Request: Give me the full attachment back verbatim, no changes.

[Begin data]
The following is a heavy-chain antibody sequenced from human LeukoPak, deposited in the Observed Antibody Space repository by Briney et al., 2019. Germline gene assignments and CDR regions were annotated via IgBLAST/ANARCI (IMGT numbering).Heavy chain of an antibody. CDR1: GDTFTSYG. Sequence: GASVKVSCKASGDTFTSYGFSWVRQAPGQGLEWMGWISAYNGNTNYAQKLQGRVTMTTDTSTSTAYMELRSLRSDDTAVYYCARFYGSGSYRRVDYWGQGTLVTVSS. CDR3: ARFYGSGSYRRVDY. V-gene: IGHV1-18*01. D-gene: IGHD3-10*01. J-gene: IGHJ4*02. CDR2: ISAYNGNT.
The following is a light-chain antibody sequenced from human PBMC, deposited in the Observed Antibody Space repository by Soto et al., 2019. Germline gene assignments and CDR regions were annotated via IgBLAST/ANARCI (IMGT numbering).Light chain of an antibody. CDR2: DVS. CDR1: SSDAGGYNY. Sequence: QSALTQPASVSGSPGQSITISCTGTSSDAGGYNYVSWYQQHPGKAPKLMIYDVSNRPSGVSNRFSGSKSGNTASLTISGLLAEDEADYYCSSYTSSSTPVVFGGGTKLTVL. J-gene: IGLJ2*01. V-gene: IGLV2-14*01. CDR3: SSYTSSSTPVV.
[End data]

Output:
The following is a heavy-chain antibody sequenced from human LeukoPak, deposited in the Observed Antibody Space repository by Briney et al., 2019. Germline gene assignments and CDR regions were annotated via IgBLAST/ANARCI (IMGT numbering).Heavy chain of an antibody. CDR1: GDTFTSYG. Sequence: GASVKVSCKASGDTFTSYGFSWVRQAPGQGLEWMGWISAYNGNTNYAQKLQGRVTMTTDTSTSTAYMELRSLRSDDTAVYYCARFYGSGSYRRVDYWGQGTLVTVSS. CDR3: ARFYGSGSYRRVDY. V-gene: IGHV1-18*01. D-gene: IGHD3-10*01. J-gene: IGHJ4*02. CDR2: ISAYNGNT.
The following is a light-chain antibody sequenced from human PBMC, deposited in the Observed Antibody Space repository by Soto et al., 2019. Germline gene assignments and CDR regions were annotated via IgBLAST/ANARCI (IMGT numbering).Light chain of an antibody. CDR2: DVS. CDR1: SSDAGGYNY. Sequence: QSALTQPASVSGSPGQSITISCTGTSSDAGGYNYVSWYQQHPGKAPKLMIYDVSNRPSGVSNRFSGSKSGNTASLTISGLLAEDEADYYCSSYTSSSTPVVFGGGTKLTVL. J-gene: IGLJ2*01. V-gene: IGLV2-14*01. CDR3: SSYTSSSTPVV.